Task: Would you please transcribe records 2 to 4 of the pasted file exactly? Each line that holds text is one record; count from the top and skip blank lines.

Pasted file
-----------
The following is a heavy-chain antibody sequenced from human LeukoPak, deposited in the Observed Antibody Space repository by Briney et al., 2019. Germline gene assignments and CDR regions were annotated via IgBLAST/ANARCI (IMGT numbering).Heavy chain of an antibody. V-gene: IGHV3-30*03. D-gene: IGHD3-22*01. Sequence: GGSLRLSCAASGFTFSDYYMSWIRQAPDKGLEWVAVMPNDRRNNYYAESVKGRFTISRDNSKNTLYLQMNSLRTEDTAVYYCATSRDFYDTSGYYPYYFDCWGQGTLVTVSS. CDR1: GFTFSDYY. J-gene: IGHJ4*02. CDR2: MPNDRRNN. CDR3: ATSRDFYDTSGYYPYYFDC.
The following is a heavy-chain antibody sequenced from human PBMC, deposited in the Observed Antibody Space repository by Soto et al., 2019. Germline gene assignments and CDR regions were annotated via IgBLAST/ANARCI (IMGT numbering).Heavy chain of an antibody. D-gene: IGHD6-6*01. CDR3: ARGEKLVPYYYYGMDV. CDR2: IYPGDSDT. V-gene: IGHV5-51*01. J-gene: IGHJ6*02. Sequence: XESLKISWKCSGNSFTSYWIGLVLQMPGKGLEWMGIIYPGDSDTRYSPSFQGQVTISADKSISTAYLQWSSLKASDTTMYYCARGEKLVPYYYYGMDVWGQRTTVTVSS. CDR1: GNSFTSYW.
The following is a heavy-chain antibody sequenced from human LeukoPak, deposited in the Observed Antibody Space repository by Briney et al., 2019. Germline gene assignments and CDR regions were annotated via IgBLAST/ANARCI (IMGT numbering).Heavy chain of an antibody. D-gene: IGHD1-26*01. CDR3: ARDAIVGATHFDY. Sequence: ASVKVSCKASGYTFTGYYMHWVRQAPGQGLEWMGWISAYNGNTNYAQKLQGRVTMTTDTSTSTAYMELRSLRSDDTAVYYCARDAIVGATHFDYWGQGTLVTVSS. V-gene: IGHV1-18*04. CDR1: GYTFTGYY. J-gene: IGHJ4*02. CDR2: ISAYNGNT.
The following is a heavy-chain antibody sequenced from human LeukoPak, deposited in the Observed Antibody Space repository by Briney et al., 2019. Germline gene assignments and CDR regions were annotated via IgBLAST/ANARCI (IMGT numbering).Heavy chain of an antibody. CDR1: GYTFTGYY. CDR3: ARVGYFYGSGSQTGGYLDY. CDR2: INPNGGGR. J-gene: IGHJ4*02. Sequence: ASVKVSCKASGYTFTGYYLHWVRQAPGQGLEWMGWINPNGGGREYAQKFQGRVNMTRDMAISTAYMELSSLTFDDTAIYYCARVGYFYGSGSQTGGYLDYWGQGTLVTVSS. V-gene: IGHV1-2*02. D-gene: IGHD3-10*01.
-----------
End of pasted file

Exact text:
The following is a heavy-chain antibody sequenced from human PBMC, deposited in the Observed Antibody Space repository by Soto et al., 2019. Germline gene assignments and CDR regions were annotated via IgBLAST/ANARCI (IMGT numbering).Heavy chain of an antibody. D-gene: IGHD6-6*01. CDR3: ARGEKLVPYYYYGMDV. CDR2: IYPGDSDT. V-gene: IGHV5-51*01. J-gene: IGHJ6*02. Sequence: XESLKISWKCSGNSFTSYWIGLVLQMPGKGLEWMGIIYPGDSDTRYSPSFQGQVTISADKSISTAYLQWSSLKASDTTMYYCARGEKLVPYYYYGMDVWGQRTTVTVSS. CDR1: GNSFTSYW.
The following is a heavy-chain antibody sequenced from human LeukoPak, deposited in the Observed Antibody Space repository by Briney et al., 2019. Germline gene assignments and CDR regions were annotated via IgBLAST/ANARCI (IMGT numbering).Heavy chain of an antibody. D-gene: IGHD1-26*01. CDR3: ARDAIVGATHFDY. Sequence: ASVKVSCKASGYTFTGYYMHWVRQAPGQGLEWMGWISAYNGNTNYAQKLQGRVTMTTDTSTSTAYMELRSLRSDDTAVYYCARDAIVGATHFDYWGQGTLVTVSS. V-gene: IGHV1-18*04. CDR1: GYTFTGYY. J-gene: IGHJ4*02. CDR2: ISAYNGNT.
The following is a heavy-chain antibody sequenced from human LeukoPak, deposited in the Observed Antibody Space repository by Briney et al., 2019. Germline gene assignments and CDR regions were annotated via IgBLAST/ANARCI (IMGT numbering).Heavy chain of an antibody. CDR1: GYTFTGYY. CDR3: ARVGYFYGSGSQTGGYLDY. CDR2: INPNGGGR. J-gene: IGHJ4*02. Sequence: ASVKVSCKASGYTFTGYYLHWVRQAPGQGLEWMGWINPNGGGREYAQKFQGRVNMTRDMAISTAYMELSSLTFDDTAIYYCARVGYFYGSGSQTGGYLDYWGQGTLVTVSS. V-gene: IGHV1-2*02. D-gene: IGHD3-10*01.